The United States has seen an exponential rise in ransomware attacks. Business and healthcare data has been encrypted by attackers for demands of ransom money. Installing Windows 11 on unsupported hardware platforms carry undefined levels of exposure and risks for your business or services. Would you risk your data or business continuity through an unsupported operating system on an incompatible PC? I would much rather prefer getting a new system and write it off against the business’s expense over a period of next 3 to 5 years. You need to look at the long term picture when you invest in systems and operating systems for a seamless business continuity.
Aside from that, if you wish to install Windows 11 through an ISO image on an unsupported TPM 2.0 personal computer, do so for lab or experimental reasons. Such a setup will not have any business or data loss impacts for the business or service providers. And come back to help the community in uncovering issues of security on an installation of Windows 11 on a system that does not conform to the TPM 2.0 capability.
Should I install Windows 11 using a third party script that bypasses TPM 2.0 requirements?
Internet is full of 3rd party scripts that will help you bypass Windows 11 hardware requirements. Would you be happy to install Windows 11 using a third party script that is designed to circumvent the inherent security architecture of the Windows 11 operating system? Do you really want to bypass the TPM 2.0 requirement on your system to install Windows 11 operating system?
Never use a third party script that interferes in the install process of an operating system. The script may be carrying a malicious payload, that may get installed alongside the Windows 11 operating system. Attackers have re-defined their strategies to attack unsuspecting users. The veracity of such third party scripts is unverifiable. And, there is no guarantee that these scripts cannot be hacked or compromised or exploited at a later date. Consider the costs in terms of time, money and business impacts. Is it really worth using a third party script to bypass the TPM 2.0 requirement for installing Windows 11. No, it is not. Let us move with the times and boost hardware based security offered through Windows 11.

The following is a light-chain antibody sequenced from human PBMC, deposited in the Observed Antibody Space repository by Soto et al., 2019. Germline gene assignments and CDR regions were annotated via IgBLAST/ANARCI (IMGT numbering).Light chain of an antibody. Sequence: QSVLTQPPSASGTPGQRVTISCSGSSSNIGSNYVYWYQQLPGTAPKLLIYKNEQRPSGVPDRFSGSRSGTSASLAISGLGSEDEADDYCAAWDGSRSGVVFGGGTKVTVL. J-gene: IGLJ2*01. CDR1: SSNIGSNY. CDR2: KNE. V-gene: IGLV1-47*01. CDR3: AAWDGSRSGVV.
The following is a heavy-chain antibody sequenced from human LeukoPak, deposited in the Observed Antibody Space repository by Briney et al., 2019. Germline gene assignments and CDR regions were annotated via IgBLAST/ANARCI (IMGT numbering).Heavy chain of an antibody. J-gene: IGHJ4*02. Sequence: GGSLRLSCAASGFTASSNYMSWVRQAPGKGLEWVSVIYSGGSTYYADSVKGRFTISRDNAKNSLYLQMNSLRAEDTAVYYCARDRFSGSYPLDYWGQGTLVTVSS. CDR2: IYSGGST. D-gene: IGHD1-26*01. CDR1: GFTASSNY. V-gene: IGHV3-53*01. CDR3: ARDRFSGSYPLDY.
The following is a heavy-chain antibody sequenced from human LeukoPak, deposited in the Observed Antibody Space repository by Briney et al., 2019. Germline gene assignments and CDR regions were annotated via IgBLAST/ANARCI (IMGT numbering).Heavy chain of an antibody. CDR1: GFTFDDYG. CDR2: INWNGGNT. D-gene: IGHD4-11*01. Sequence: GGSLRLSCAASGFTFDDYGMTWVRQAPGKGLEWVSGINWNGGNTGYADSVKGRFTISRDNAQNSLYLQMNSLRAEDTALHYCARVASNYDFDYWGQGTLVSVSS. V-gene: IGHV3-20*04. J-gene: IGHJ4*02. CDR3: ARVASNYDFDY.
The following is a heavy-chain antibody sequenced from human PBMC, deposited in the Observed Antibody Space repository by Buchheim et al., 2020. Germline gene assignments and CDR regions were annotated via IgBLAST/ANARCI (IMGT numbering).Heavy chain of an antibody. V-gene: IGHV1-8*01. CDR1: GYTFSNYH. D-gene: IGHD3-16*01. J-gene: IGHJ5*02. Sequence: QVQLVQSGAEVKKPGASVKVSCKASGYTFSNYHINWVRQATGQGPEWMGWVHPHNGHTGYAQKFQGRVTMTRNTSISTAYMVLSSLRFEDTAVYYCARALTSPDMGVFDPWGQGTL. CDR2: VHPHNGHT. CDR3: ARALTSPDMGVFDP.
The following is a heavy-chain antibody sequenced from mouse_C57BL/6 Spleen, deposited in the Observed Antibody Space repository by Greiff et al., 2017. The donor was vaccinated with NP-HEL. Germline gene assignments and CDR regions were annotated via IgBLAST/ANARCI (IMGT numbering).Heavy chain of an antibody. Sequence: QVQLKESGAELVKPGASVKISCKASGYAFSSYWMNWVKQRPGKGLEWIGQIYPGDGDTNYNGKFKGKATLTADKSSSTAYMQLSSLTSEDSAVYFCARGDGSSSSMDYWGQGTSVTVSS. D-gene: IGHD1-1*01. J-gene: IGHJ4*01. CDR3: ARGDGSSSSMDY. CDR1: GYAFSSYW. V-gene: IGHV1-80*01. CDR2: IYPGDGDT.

For lab setups or experiments, you may use 3rd party scripts to install Windows 11 on the unsupported TPM 2.0 computers. You may install on such systems that are not connected in any way to the real and live business networks or business systems. These installations may help you uncover any security issues on the computer or on the Windows 11 operating system.
Windows 11 is designed to work flawlessly on the TPM 2.0 compatible systems. The TPM 2.0 compatible chips help you get a hardware based security on your personal computer or the business computer. We do not suggest installing Windows 11 on unsupported systems for lack of security updates and imminent security risks arising due to use of 3rd party scripts or unpatched operating system of Windows 11.
Helen is a geeky nerd who seeks to find and fix tech gaps in the latest gadgets. She is always on the lookout for resolving technical queries of users, and is an avid writer on technical subjects.